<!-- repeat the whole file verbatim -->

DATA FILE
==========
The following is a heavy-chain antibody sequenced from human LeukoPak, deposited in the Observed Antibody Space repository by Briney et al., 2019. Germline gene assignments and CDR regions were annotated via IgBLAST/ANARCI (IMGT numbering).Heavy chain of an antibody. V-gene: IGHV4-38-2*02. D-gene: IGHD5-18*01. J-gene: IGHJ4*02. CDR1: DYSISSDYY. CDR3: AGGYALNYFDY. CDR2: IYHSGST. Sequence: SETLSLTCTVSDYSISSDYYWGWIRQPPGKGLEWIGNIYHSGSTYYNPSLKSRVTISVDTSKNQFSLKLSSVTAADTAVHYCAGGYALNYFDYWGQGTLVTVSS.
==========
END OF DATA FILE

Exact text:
The following is a heavy-chain antibody sequenced from human LeukoPak, deposited in the Observed Antibody Space repository by Briney et al., 2019. Germline gene assignments and CDR regions were annotated via IgBLAST/ANARCI (IMGT numbering).Heavy chain of an antibody. V-gene: IGHV4-38-2*02. D-gene: IGHD5-18*01. J-gene: IGHJ4*02. CDR1: DYSISSDYY. CDR3: AGGYALNYFDY. CDR2: IYHSGST. Sequence: SETLSLTCTVSDYSISSDYYWGWIRQPPGKGLEWIGNIYHSGSTYYNPSLKSRVTISVDTSKNQFSLKLSSVTAADTAVHYCAGGYALNYFDYWGQGTLVTVSS.